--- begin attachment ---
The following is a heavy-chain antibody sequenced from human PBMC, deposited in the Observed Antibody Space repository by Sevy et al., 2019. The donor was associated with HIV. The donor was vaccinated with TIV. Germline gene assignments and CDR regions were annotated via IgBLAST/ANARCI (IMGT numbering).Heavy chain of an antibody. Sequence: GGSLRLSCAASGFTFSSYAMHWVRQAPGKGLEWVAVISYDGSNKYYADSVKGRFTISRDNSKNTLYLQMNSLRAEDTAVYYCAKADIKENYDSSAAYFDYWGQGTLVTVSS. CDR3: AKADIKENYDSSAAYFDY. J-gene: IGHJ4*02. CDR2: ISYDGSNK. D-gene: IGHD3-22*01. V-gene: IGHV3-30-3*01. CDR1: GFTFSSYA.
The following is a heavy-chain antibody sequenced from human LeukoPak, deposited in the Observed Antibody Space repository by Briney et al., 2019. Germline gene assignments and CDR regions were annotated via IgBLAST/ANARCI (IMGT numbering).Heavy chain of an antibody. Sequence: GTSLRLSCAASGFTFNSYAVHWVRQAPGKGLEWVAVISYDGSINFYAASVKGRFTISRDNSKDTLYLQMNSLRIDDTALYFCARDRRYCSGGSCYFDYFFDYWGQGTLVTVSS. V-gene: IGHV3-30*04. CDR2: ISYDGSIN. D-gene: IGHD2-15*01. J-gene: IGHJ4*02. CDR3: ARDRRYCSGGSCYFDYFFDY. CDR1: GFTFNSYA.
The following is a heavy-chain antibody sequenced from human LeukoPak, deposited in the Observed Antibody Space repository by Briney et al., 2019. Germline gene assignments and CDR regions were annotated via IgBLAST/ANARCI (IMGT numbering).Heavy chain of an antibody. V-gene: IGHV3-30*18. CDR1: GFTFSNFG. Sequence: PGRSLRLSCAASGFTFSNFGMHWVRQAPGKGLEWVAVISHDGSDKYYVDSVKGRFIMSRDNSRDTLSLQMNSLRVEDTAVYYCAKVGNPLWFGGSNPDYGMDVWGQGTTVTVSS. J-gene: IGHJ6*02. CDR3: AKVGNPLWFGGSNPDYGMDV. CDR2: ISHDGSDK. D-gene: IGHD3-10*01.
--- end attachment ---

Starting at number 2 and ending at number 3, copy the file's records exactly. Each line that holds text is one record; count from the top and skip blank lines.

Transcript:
The following is a heavy-chain antibody sequenced from human LeukoPak, deposited in the Observed Antibody Space repository by Briney et al., 2019. Germline gene assignments and CDR regions were annotated via IgBLAST/ANARCI (IMGT numbering).Heavy chain of an antibody. Sequence: GTSLRLSCAASGFTFNSYAVHWVRQAPGKGLEWVAVISYDGSINFYAASVKGRFTISRDNSKDTLYLQMNSLRIDDTALYFCARDRRYCSGGSCYFDYFFDYWGQGTLVTVSS. V-gene: IGHV3-30*04. CDR2: ISYDGSIN. D-gene: IGHD2-15*01. J-gene: IGHJ4*02. CDR3: ARDRRYCSGGSCYFDYFFDY. CDR1: GFTFNSYA.
The following is a heavy-chain antibody sequenced from human LeukoPak, deposited in the Observed Antibody Space repository by Briney et al., 2019. Germline gene assignments and CDR regions were annotated via IgBLAST/ANARCI (IMGT numbering).Heavy chain of an antibody. V-gene: IGHV3-30*18. CDR1: GFTFSNFG. Sequence: PGRSLRLSCAASGFTFSNFGMHWVRQAPGKGLEWVAVISHDGSDKYYVDSVKGRFIMSRDNSRDTLSLQMNSLRVEDTAVYYCAKVGNPLWFGGSNPDYGMDVWGQGTTVTVSS. J-gene: IGHJ6*02. CDR3: AKVGNPLWFGGSNPDYGMDV. CDR2: ISHDGSDK. D-gene: IGHD3-10*01.